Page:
That's me, BOTB, in the orange jacket still aboard the Little Outboard That Could. Photo by Steve Gantlett.

The boat trip home had following seas and winds, so it was a little shorter in duration. It did have quite as much slamming over waves and the trip outward, but for some reason we got a lot wetter. We did not stop for many birds, though we did see a few more Peruvian diving petrels (much too small, shy, and fast to photograph), and a load of bottle-nosed dolphins.
Soon enough the calm waters of the harbor at Pucusana hove into view. It was a happy sight.

Pucusana harbor at long last.

This fisherman had an Inca tern as a live bow ornament.

We spent an hour or so thawing out over a seafood lunch at a cafe on the waterfront. What a pleasure to sit and watch the comings and going of the town and its harbor. The people of Pucusana were very friendly and very interested that we were there to see their birds.

Our lunch spot in Pucusana. ¡Comimos pescado muy rico!

I had Chris Harbard take a snapshot of me at the harbor in Pucusana. I was thinking how odd it felt to be back on dry land. Then I realized I was farther south in the New World than I'd ever been. I was pondering that, in a few hours, I'd be getting on a huge plane and flying back northward, across the equator, through the night, passing over thousands of miles of jungle and ocean and all the people and creatures and wonders they held.

The nasal calls of the Inca terns would soon be replaced in my ears by the sweet whistled songs of northern cardinals. I was leaving Peru with a world of memories inside of me.

Monday, October 29, 2007

Peru Pelagic Part 1

Monday, October 29, 2007

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To close the annoying directions box, click on the X on the upper right-hand corner.

As a part of the overall Peru itinerary, those of us attending were given the option of taking a pelagic trip at the end of the week-long adventure. A few days before the scheduled trip we got the word that the company that was scheduled to take us out on the Pacific Ocean to look for albatrosses and other wonders had been closed down. One of their party boats had capsized and the government closed the company down for safety inspections.

We had mixed feelings about this. I am not a worried traveler, but the seas off Peru are famously rough and unpredictable. I did not want to go out in a dinghy. But nor did I want to miss out on all of the birds I'd hoped to see: especially Inca terns and Humboldt's penguins. Our group began lobbying for an alternative boat, or even a land-based trip to somewhere birdy along the coast.

Eventually, thanks to the tireless resourcefulness of our hosts, two different trips were planned. One all-day trip close to shore and one that would go farther out. Alas I could only take the closer-to-shore trip because of the timing of my return flight to the U.S. that night and the time-eating vagaries of packing and security.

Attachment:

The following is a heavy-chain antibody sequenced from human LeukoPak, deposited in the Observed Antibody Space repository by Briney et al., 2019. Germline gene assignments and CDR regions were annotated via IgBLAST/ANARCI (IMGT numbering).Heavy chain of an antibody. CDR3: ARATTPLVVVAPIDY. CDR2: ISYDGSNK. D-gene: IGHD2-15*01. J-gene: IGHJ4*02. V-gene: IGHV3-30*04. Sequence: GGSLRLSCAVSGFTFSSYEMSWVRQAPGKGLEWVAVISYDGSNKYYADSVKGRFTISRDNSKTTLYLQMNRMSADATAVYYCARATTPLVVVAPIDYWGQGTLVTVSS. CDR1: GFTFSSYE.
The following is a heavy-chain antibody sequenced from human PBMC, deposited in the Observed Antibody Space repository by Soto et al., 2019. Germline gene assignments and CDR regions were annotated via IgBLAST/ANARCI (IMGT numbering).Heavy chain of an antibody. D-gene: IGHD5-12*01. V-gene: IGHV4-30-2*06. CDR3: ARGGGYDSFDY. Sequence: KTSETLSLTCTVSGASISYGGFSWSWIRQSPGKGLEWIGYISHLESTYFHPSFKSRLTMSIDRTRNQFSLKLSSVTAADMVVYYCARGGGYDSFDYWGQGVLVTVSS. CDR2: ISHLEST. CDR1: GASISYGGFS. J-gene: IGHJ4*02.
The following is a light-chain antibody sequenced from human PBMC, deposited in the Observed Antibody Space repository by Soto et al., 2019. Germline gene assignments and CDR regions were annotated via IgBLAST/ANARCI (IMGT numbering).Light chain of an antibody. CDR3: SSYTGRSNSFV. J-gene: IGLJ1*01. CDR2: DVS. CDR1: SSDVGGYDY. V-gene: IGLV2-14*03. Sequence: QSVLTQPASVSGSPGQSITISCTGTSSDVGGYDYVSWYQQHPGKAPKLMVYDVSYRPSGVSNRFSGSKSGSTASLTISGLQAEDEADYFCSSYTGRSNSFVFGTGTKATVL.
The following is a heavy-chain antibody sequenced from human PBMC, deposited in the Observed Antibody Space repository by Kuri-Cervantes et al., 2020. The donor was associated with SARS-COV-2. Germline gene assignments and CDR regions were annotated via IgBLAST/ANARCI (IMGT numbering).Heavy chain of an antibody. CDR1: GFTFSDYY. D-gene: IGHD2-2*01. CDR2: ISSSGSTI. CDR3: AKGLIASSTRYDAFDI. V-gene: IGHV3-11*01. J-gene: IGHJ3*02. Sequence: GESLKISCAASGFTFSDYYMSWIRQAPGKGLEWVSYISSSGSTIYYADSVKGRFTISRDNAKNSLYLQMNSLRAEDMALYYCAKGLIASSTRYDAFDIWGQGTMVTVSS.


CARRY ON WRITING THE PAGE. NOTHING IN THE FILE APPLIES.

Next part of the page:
So at 5 am, outside our Lima hotel, we met our guide for the day, Stefan from Nature Expeditions Peru. Stefan is an expatriate German who is a dedicated marine life conservationist. He and his wife are the founders of Mundo Azul, a non-governmental organization working to protect marine mammals in Peru's waters. He talked about his work and what we could expect to see during the day's boat trip.

Pucusana harbor, full of small fishing boats.

Pucusana harbor.

Stefan drove us 30 or so kilometers south to his company's office in the coastal fishing village of Pucusana. There we were outfitted with rain suits (and I was reminded that a Latin American XL size garment is approximately equivalent to a U.S. large). As we walked down the hill to the picturesque harbor, we stared seeing birds. It was a foggy, overcast day, but the cameras still came out and we did out best to get some good bird photos.

Our pelagic trip group all geared up and ready to get soaked.

Along the way we stopped by a small store to buy some water and snacks for the trip. Three of us went in looking for something to eat--something bland in case of rough seas and food that did not want to stay eaten. My friend Steve Rooke from Sunbird Tours in the UK wanted some chocolate, so he asked in his pigeon-Spanglish for some.

It often amazes me how products in other countries are named. What means yummy and delicious in one country might mean something completely different in another. The woman behind the counted pointed to a chocolate-covered cookie product called, of all things, Choco-Bum. Steve nearly collapsed with laughter.

Steve Rooke with his Choco-Bum.

This sounded like a physical malady for which one might want some Imodium. We immediately bought six Choco-Bums.

Back outside, we waddled down to the boat, sweating now inside our rubberized pants and jackets. Turnstones and sanderlings poked around the harbor mudflats.

Ruddy turnstones foraging on a fishing boat.

Immature gray gull in Pucusana harbor.

As I was sorting through the gulls, feeling certain I was seeing both gray gull and band-tailed gull, the shout was heard: INCA TERN!

The captivatingly gorgeous Inca tern.

And there it was, in all its dark-bodied, white-whiskered beauty. Such a stunning bird. But no time to bliss out. Stefan was shouting for us to get on the boat. "We'll see hundreds more Inca terns!" And he was right. But the looks were not quite as nice from a bobbing boat as they were from solid, unmoving land.

Inca terns courting.

As the final guy (and we were an all-male trip) stepped onto the boat, which was a medium-sized outboard--something you might ski behind on a lake) the stern dropped down to even with the water's surface. This made a whole lot of sea water slosh into the boat when Stefan gunned the engine. We all got soakers. Stefan then began to rearrange us according to our weight and just about the time we got into the first of the rough water outside the harbor, we realized that we'd need to hold on at all times with at least one hand. This made using binocs or holding a camera a it more challenging.